Sunday, May 3, 2015

Charlie Cox Brings his Scissors to the Ozarks

by Pa Rock
Theatre Fan

Last night I had the pleasure of attending the final evening performance of Charlie Cox Runs with Scissors at the Avenue Theatre in West Plains, Missouri.  The stage comedy, written by playwright Michael McKeever, is focused on a man who has just learned that he is dying and hits the road in some sort of quest to discover the meaning of his existence.  The road that he hits runs through a stretch of desert somewhere west of Phoenix - my old stomping ground.

During Charlie's existential road trip he meets Nell, a desert motel operator, who becomes the love of his life.   He also becomes acquainted with the mental personifications of his own death -  a quick and quirky quipster who goes by the name Wally Death - and his desire to love - a blind and passionate romantic called Kiki.   Charlie is the only person who can see or hear Wally and Kiki, a situation which keeps the comedy pot simmering and occasionally boiling over.

This play was under the direction of Jim Clemens and featured five local actors:  Nicholas Haring in the title role as Charlie Cox, Toni Johnson as Charlie's love interest Nell Todd, A.J. Hufstetler as Travis Dunn, a local tow-truck operator who also has a romantic interest in Nell, Brett Osborne as Wally Death, and Clara Holmes as Kiki, the blind love provocateur.  The talented cast did flawless work under the very able direction of Mr. Clemens.  It was an immensely entertaining production.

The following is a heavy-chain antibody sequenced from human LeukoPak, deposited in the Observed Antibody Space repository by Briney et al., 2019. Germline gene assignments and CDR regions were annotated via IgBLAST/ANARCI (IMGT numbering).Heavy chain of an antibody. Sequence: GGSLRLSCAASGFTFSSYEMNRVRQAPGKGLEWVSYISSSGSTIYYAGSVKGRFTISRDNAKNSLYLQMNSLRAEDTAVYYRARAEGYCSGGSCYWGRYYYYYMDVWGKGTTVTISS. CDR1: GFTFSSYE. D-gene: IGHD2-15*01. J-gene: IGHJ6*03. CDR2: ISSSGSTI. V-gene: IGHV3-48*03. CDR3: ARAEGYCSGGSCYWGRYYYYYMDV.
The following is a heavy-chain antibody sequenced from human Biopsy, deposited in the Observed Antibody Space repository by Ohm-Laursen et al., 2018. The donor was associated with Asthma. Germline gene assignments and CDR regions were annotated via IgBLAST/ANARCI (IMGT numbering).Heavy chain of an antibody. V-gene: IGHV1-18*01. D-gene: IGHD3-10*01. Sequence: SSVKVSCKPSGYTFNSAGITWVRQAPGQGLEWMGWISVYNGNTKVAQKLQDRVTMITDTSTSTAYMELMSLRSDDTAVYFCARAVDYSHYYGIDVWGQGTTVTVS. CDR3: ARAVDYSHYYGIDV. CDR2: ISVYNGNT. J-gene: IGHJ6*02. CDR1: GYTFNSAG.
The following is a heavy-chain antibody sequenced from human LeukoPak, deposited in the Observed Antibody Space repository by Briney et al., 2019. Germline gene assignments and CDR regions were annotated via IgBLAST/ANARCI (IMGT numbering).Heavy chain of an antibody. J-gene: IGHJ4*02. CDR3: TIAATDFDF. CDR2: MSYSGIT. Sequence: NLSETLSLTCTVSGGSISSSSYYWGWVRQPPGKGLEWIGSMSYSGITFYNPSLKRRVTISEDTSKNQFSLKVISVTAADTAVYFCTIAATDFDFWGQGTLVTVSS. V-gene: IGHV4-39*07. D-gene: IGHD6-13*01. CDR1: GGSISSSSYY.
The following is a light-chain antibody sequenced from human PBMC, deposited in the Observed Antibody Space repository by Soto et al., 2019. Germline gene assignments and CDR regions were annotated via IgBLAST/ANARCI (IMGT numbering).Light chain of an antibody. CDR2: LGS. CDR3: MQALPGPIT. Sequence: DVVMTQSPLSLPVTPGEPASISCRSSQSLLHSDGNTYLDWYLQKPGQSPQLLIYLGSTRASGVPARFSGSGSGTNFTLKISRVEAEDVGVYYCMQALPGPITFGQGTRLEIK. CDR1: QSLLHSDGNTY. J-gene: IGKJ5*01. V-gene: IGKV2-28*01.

In fact, in the year that I have been back in the area, I can happily report that I have enjoyed every show that I have seen in the historic Avenue Theatre.  The local individuals who manage to keep the place repaired and operational do great work, and both the sound and the lighting in the old structure are far better than what one would suppose when pondering the building's age.  The actors and technical people who grace the stage and walk its boards are also a cut above what one would expect in a small town theatre venue.  The Avenue Theatre is an important fixture in the local cultural scene.

"A play is just like real life, but with better lighting."  Michael McKeever

Support your local Little Theatre and enjoy some real life on a stage near you! 

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